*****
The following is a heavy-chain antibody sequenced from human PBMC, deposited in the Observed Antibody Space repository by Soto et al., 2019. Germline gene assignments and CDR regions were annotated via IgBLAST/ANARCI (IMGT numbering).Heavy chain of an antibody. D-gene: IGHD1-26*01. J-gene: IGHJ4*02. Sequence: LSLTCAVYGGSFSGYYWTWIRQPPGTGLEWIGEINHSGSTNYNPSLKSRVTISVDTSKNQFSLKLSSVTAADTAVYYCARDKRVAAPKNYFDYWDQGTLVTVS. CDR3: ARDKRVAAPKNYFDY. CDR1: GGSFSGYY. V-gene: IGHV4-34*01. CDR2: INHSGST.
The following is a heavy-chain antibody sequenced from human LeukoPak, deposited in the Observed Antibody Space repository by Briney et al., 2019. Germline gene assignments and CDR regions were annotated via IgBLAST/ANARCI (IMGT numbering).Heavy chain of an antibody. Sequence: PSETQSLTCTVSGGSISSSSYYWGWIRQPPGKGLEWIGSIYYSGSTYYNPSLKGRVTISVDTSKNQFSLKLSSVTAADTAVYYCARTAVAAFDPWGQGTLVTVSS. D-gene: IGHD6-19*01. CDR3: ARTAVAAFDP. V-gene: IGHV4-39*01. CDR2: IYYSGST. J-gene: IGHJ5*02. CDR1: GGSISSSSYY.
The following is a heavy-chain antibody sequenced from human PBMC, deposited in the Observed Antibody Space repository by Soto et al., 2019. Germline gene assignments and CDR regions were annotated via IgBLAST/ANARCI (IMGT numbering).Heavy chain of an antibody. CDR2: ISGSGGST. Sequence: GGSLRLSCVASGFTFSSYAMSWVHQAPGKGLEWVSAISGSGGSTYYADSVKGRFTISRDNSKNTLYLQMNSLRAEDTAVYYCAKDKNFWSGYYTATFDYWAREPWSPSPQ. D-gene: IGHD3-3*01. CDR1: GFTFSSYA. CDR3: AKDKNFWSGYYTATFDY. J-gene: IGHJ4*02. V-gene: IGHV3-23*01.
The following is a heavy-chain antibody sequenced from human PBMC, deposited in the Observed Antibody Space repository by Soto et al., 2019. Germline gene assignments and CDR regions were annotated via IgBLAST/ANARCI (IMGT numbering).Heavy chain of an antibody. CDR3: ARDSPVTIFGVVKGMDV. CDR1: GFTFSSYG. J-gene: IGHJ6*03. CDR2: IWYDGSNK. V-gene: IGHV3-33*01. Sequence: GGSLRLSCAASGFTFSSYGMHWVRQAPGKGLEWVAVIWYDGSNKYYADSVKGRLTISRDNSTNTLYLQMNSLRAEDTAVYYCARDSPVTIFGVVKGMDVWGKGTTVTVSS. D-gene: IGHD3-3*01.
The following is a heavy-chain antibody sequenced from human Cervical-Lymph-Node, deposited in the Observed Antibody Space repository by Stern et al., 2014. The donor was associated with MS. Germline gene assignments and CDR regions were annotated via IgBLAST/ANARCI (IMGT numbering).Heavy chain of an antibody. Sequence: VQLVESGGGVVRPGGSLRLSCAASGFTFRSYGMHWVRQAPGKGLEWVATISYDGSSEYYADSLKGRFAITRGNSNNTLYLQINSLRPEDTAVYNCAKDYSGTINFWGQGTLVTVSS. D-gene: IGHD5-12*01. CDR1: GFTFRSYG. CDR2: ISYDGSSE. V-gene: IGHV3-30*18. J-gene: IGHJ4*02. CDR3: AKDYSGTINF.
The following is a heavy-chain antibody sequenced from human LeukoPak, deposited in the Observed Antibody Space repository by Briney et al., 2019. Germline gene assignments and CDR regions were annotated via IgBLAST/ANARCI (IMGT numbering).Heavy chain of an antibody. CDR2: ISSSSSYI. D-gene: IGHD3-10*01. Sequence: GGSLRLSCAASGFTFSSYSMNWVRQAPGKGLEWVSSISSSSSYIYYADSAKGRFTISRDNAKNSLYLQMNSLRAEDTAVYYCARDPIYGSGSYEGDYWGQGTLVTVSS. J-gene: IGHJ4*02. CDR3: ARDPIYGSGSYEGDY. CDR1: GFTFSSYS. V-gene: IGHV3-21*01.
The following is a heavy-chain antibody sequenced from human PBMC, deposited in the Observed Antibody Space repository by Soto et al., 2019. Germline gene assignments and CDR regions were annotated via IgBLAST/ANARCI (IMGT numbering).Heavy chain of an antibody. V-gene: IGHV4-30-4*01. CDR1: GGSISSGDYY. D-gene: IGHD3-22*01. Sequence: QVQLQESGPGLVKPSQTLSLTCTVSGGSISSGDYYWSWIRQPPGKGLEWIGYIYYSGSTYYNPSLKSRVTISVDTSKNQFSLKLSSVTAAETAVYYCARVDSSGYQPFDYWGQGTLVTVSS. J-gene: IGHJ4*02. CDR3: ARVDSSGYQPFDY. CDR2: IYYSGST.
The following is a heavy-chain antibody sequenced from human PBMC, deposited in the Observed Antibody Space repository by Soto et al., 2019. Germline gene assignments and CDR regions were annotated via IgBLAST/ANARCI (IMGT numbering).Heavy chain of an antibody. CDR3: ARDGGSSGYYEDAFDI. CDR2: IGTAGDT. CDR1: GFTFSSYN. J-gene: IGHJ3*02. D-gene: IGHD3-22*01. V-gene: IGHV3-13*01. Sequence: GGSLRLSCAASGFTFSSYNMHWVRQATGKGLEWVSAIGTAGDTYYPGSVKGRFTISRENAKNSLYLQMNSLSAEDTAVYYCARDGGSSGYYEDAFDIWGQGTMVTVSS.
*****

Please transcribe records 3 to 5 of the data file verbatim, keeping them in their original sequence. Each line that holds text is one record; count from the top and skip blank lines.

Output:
The following is a heavy-chain antibody sequenced from human PBMC, deposited in the Observed Antibody Space repository by Soto et al., 2019. Germline gene assignments and CDR regions were annotated via IgBLAST/ANARCI (IMGT numbering).Heavy chain of an antibody. CDR2: ISGSGGST. Sequence: GGSLRLSCVASGFTFSSYAMSWVHQAPGKGLEWVSAISGSGGSTYYADSVKGRFTISRDNSKNTLYLQMNSLRAEDTAVYYCAKDKNFWSGYYTATFDYWAREPWSPSPQ. D-gene: IGHD3-3*01. CDR1: GFTFSSYA. CDR3: AKDKNFWSGYYTATFDY. J-gene: IGHJ4*02. V-gene: IGHV3-23*01.
The following is a heavy-chain antibody sequenced from human PBMC, deposited in the Observed Antibody Space repository by Soto et al., 2019. Germline gene assignments and CDR regions were annotated via IgBLAST/ANARCI (IMGT numbering).Heavy chain of an antibody. CDR3: ARDSPVTIFGVVKGMDV. CDR1: GFTFSSYG. J-gene: IGHJ6*03. CDR2: IWYDGSNK. V-gene: IGHV3-33*01. Sequence: GGSLRLSCAASGFTFSSYGMHWVRQAPGKGLEWVAVIWYDGSNKYYADSVKGRLTISRDNSTNTLYLQMNSLRAEDTAVYYCARDSPVTIFGVVKGMDVWGKGTTVTVSS. D-gene: IGHD3-3*01.
The following is a heavy-chain antibody sequenced from human Cervical-Lymph-Node, deposited in the Observed Antibody Space repository by Stern et al., 2014. The donor was associated with MS. Germline gene assignments and CDR regions were annotated via IgBLAST/ANARCI (IMGT numbering).Heavy chain of an antibody. Sequence: VQLVESGGGVVRPGGSLRLSCAASGFTFRSYGMHWVRQAPGKGLEWVATISYDGSSEYYADSLKGRFAITRGNSNNTLYLQINSLRPEDTAVYNCAKDYSGTINFWGQGTLVTVSS. D-gene: IGHD5-12*01. CDR1: GFTFRSYG. CDR2: ISYDGSSE. V-gene: IGHV3-30*18. J-gene: IGHJ4*02. CDR3: AKDYSGTINF.